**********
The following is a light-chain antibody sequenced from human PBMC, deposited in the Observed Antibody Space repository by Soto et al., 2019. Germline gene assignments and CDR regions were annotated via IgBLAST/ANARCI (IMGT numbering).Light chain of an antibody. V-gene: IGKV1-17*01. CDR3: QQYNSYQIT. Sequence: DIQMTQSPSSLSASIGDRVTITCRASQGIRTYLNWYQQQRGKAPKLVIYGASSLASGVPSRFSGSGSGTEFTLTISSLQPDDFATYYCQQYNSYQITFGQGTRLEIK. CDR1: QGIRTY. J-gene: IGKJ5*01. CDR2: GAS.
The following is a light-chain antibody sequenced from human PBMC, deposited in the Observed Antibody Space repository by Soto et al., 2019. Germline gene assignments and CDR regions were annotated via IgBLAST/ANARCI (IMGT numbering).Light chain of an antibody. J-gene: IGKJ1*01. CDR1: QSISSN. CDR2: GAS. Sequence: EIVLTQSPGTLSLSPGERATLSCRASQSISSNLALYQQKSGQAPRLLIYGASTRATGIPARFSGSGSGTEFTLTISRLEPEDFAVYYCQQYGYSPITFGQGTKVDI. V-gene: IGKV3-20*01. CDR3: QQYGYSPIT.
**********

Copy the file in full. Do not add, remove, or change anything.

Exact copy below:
The following is a light-chain antibody sequenced from human PBMC, deposited in the Observed Antibody Space repository by Soto et al., 2019. Germline gene assignments and CDR regions were annotated via IgBLAST/ANARCI (IMGT numbering).Light chain of an antibody. V-gene: IGKV1-17*01. CDR3: QQYNSYQIT. Sequence: DIQMTQSPSSLSASIGDRVTITCRASQGIRTYLNWYQQQRGKAPKLVIYGASSLASGVPSRFSGSGSGTEFTLTISSLQPDDFATYYCQQYNSYQITFGQGTRLEIK. CDR1: QGIRTY. J-gene: IGKJ5*01. CDR2: GAS.
The following is a light-chain antibody sequenced from human PBMC, deposited in the Observed Antibody Space repository by Soto et al., 2019. Germline gene assignments and CDR regions were annotated via IgBLAST/ANARCI (IMGT numbering).Light chain of an antibody. J-gene: IGKJ1*01. CDR1: QSISSN. CDR2: GAS. Sequence: EIVLTQSPGTLSLSPGERATLSCRASQSISSNLALYQQKSGQAPRLLIYGASTRATGIPARFSGSGSGTEFTLTISRLEPEDFAVYYCQQYGYSPITFGQGTKVDI. V-gene: IGKV3-20*01. CDR3: QQYGYSPIT.